The following is reposted from NOAA’s Coastal Ocean Science Blog. All links leave this blog unless otherwise noted.
The NOAA Mussel Watch Program (MWP) is focused on applying the science, methods and approaches our researchers have honed over the past 20 years, to answer coastal natural resource management questions. While we began the NOAA MWP focused primarily on monitoring contaminants that are now less prevalent (e.g. DDT), our role at NOAA is to use the approaches and methods we have developed during the course of the NOAA MWP’s history and retool them to meet current coastal managers’ new and emerging contaminant questions.
NOAA’s National Centers for Coastal Ocean Science‘s (NCCOS) Center for Coastal Monitoring and Assessment (CCMA) is the home of the National Status and Trends Program (NS&T), the parent of the NOAA MWP and the BioEffects Program. Traditionally, the NOAA MWP monitored contaminants using organisms such as oysters and mussels, while the BioEffects Program focused on the collection and analysis of water, sediment and bottom dwelling animal samples. More and more, however, what were two distinctly different programs are now evolving to become a combined program where different approaches and tools from the NOAA MWP and the BioEffects Program are being deployed in concert to answer regional contaminant questions. This new approach allows CCMA researches to provide much more robust analysis of contaminants within a given ecosystem than ever before.
To date, NS&T scientists have been responsible for tracking the status of contaminants in coastal, ocean and Great Lakes waters to create a baseline assessment of the health of our waters and sea life. The data are provided to natural resource managers across the country who can then assess the ongoing health and condition of their region’s resources. Note that these data are available to all interested individuals at the NOAA NS&T data web portal.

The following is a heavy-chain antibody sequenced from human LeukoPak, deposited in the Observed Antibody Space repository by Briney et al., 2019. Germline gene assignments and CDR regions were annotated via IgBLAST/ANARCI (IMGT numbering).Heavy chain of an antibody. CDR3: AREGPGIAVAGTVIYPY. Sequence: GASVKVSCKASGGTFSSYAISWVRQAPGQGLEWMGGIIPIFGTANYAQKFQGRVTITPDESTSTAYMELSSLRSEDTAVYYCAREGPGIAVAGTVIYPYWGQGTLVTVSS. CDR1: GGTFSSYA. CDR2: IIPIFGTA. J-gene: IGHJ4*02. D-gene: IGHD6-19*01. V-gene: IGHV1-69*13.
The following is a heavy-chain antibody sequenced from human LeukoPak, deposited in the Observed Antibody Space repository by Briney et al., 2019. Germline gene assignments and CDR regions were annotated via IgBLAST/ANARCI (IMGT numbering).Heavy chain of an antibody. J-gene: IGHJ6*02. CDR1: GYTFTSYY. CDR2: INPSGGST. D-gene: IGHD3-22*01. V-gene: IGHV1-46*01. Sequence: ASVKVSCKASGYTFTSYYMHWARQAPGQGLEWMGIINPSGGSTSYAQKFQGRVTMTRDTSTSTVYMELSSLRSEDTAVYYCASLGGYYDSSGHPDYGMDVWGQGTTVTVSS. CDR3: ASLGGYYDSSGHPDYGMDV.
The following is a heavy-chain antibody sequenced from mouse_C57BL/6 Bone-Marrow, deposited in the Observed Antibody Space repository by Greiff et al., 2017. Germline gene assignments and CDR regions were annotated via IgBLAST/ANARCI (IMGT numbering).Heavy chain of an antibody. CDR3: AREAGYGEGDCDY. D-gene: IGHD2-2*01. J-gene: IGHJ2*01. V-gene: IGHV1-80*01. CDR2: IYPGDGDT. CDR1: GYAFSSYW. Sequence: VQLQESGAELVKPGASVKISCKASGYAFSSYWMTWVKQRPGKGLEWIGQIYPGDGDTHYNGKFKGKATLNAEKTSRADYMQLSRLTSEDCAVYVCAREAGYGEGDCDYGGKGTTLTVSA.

Changes Over Time
Over the past 20 years, contaminants of concern in U.S. coastal waters and the Great Lakes have changed as a result of new environmental policies and restoration efforts, therefore expanding the focus of the research being conducted by NOAA’s NS&T Program.
While contaminants may change over time (e.g. DDT is no longer as prevalent a contaminant due to 1970’s legislation), our approach to answering questions using historical data, methods of detection, and analysis gives us a unique set of tools for finding and reporting contaminants of emerging concern (e.g. contaminants that dissolve in water, such as pharmaceuticals and currently used pesticides) to regional managers responsible for management and decision making for an entire ecosystem.
Site Selection Then and Now:
There were two national mussel watch programs that predated the NOAA Mussel Watch Program (NOAA MWP). To read more about that history, visit my previous post on the Office of Response and Restoration blog.
The current NOAA MWP was created in 1986. The initial goal was to continue adding to the existing data sets and add new focuses such as monitoring for new contaminants like tributyltin, a compound that was added to paints used to keep boat hulls free of barnacles and other sea life. Initial site selection was based on where previous sites had been, and for which resulting contaminant information was available. This allowed us to continue to determine contaminant changes over time at those historical locations. Other site selection criteria also included sites identified by local managers. This partnership with local managers and stakeholders gave us the opportunity to involve regional partners and at the same time decrease the amount of field time for our staff since much of the collection was voluntary. We would, of course, oversee the processing and analysis of the samples. To find out more about that process, check out a story published in The Herald in Washington state [Editor’s note: Featuring several Office of Response and Restoration scientists]. The combined efforts of the trained volunteer collection and our continued staff and partner collections across the country allowed the program to maintain long-term data sets for certain contaminants, such as DDT. With these data sets we would be able to clearly see the changes occurring over time at the NOAA MWP sites.